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In the words of Pittsburgh Police Officer Antoine Davis, as a police officer it is mandatory that you are honest, have integrity, courage, compassion, and are respectful.

PITTSBURGH POLICE OFFICER Antoine Davis is an ardent supporter of Pittsburgh’s African American community.

“I sometimes find it difficult to be a police officer during this era because of social media,” he said in an exclusive interview with the New Pittsburgh Courier. “Every day you can find a video showing a police officer having a negative encounter with someone. This creates the perception that all officers are racist, violent, and untrustworthy. Some people who have never personally experienced an encounter with a police officer will believe these things they often see and hear, and instantly believe it to be true that all officers are this way. Bad publicity makes it difficult for us to do our job at times.”

Facebook, YouTube, Twitter, Instagram, and more have been flooded with videos and articles of innocent and unarmed individuals being shot, killed, and treated in an unjust manner by men in blue with badges. Social media has been consumed by these stories since the 2012 Trayvon Martin ordeal. These repeated occurrences have led many Americans to see police officers as the enemy.

“I have experienced racism and being racially profiled all my life, being a Black man and growing up in the hood; I can relate. My heart hurts for those who lost their lives, Trayvon Martin, Sandra Bland, Philando Castile, etc.,” Officer Davis said.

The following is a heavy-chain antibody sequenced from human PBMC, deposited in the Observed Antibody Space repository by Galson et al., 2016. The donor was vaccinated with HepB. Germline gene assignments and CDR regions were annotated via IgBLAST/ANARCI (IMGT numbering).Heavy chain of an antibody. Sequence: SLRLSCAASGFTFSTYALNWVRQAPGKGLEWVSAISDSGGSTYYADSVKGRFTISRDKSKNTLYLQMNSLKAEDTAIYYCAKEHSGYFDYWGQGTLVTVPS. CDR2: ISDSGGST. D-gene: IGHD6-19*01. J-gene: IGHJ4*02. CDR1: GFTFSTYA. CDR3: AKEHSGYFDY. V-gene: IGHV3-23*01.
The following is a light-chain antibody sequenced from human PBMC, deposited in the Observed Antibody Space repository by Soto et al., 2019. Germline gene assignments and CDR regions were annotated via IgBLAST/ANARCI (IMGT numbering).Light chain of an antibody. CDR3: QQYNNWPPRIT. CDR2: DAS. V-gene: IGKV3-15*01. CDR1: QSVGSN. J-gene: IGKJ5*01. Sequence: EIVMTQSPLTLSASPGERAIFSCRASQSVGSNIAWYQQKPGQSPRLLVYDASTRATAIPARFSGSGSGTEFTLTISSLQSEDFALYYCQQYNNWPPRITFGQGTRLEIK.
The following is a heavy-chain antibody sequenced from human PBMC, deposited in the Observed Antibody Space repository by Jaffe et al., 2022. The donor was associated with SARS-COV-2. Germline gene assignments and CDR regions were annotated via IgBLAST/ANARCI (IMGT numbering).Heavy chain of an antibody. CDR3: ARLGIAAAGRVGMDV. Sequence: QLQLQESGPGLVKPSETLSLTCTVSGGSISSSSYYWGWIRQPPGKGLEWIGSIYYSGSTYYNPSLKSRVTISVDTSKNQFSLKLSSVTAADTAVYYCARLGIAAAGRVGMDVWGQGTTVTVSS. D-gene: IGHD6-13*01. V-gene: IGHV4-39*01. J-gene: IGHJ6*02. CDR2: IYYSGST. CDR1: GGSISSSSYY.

“The way I engage with people to break the negative stigma of police officers is by letting them get to know who I am as a person. I tell people all the time that you cannot place everyone in the same category. You will find in every profession, good and bad people. If a person encounters a bad waiter or waitress at a restaurant, it shouldn’t mean they shouldn’t eat out anymore. I believe you should treat people based on the way you are being treated under the circumstances,” Officer Davis said.

Officer Davis decided that he wanted to pursue a career in law enforcement during his childhood, growing up in the Hill District in the early ‘90s. “I witnessed a lot of violence, crime, and drug addiction. I wanted to do something to help my community and the people I care about. I believed that if I became a police officer I would get the opportunity to help those that cannot help themselves.”

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